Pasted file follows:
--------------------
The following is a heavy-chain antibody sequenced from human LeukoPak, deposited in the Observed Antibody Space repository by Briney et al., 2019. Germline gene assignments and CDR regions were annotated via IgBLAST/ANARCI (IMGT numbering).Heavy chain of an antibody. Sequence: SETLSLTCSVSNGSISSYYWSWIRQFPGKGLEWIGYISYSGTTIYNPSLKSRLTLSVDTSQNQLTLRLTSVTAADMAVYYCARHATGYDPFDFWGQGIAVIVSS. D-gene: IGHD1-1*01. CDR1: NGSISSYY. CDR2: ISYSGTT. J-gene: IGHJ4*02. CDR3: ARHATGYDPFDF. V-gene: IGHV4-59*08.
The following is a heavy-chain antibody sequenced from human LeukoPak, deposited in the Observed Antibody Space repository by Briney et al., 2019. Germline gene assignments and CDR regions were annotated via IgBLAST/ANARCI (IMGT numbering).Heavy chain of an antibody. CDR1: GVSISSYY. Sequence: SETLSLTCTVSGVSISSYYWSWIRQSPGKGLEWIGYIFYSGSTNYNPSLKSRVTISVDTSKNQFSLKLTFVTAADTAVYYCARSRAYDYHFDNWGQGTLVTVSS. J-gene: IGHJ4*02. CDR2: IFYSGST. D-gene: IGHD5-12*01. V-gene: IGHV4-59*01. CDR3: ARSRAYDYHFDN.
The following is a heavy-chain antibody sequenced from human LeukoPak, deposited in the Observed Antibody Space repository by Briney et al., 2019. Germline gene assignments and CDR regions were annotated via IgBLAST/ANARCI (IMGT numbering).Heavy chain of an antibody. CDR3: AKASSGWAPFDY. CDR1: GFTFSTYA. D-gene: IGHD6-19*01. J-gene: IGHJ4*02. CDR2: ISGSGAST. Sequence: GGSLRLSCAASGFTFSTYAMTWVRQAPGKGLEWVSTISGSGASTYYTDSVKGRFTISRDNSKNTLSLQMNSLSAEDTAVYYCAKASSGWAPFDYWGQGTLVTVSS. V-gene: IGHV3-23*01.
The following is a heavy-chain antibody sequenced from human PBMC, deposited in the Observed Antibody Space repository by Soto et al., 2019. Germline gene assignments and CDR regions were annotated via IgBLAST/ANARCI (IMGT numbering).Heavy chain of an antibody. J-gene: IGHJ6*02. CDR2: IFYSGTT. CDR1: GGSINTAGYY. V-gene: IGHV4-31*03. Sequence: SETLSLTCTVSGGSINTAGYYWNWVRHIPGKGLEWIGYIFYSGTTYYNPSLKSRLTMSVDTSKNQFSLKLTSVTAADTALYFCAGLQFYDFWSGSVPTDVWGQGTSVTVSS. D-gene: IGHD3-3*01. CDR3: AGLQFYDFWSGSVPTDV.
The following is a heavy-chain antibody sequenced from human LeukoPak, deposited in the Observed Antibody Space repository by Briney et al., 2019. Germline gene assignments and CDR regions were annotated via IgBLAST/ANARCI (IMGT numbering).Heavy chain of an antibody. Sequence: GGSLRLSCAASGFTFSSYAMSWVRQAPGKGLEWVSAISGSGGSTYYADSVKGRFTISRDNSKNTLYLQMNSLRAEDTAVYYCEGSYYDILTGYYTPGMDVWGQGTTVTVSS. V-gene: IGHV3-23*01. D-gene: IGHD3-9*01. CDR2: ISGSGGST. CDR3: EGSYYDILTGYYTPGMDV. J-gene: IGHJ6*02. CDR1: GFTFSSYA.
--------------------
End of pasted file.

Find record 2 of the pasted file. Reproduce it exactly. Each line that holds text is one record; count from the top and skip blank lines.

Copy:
The following is a heavy-chain antibody sequenced from human LeukoPak, deposited in the Observed Antibody Space repository by Briney et al., 2019. Germline gene assignments and CDR regions were annotated via IgBLAST/ANARCI (IMGT numbering).Heavy chain of an antibody. CDR1: GVSISSYY. Sequence: SETLSLTCTVSGVSISSYYWSWIRQSPGKGLEWIGYIFYSGSTNYNPSLKSRVTISVDTSKNQFSLKLTFVTAADTAVYYCARSRAYDYHFDNWGQGTLVTVSS. J-gene: IGHJ4*02. CDR2: IFYSGST. D-gene: IGHD5-12*01. V-gene: IGHV4-59*01. CDR3: ARSRAYDYHFDN.